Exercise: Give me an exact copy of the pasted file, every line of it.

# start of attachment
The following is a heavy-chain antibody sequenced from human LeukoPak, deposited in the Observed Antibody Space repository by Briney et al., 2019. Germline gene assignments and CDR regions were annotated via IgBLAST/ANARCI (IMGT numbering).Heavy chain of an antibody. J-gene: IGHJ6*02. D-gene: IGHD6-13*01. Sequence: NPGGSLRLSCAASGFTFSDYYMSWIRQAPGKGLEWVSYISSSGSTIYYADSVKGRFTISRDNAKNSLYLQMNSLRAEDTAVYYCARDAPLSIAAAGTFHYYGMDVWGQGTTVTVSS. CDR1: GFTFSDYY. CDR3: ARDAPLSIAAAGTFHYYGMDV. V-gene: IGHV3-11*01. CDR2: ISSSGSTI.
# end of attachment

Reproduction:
The following is a heavy-chain antibody sequenced from human LeukoPak, deposited in the Observed Antibody Space repository by Briney et al., 2019. Germline gene assignments and CDR regions were annotated via IgBLAST/ANARCI (IMGT numbering).Heavy chain of an antibody. J-gene: IGHJ6*02. D-gene: IGHD6-13*01. Sequence: NPGGSLRLSCAASGFTFSDYYMSWIRQAPGKGLEWVSYISSSGSTIYYADSVKGRFTISRDNAKNSLYLQMNSLRAEDTAVYYCARDAPLSIAAAGTFHYYGMDVWGQGTTVTVSS. CDR1: GFTFSDYY. CDR3: ARDAPLSIAAAGTFHYYGMDV. V-gene: IGHV3-11*01. CDR2: ISSSGSTI.